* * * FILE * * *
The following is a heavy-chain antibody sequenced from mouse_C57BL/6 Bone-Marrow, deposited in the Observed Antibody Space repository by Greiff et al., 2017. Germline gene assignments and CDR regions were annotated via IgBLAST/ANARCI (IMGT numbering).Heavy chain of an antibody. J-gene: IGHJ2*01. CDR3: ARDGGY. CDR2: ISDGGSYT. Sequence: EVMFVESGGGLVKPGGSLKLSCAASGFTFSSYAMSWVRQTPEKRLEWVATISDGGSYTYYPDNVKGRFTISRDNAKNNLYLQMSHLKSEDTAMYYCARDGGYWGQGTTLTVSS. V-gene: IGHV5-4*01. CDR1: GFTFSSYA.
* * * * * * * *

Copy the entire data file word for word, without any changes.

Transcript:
The following is a heavy-chain antibody sequenced from mouse_C57BL/6 Bone-Marrow, deposited in the Observed Antibody Space repository by Greiff et al., 2017. Germline gene assignments and CDR regions were annotated via IgBLAST/ANARCI (IMGT numbering).Heavy chain of an antibody. J-gene: IGHJ2*01. CDR3: ARDGGY. CDR2: ISDGGSYT. Sequence: EVMFVESGGGLVKPGGSLKLSCAASGFTFSSYAMSWVRQTPEKRLEWVATISDGGSYTYYPDNVKGRFTISRDNAKNNLYLQMSHLKSEDTAMYYCARDGGYWGQGTTLTVSS. V-gene: IGHV5-4*01. CDR1: GFTFSSYA.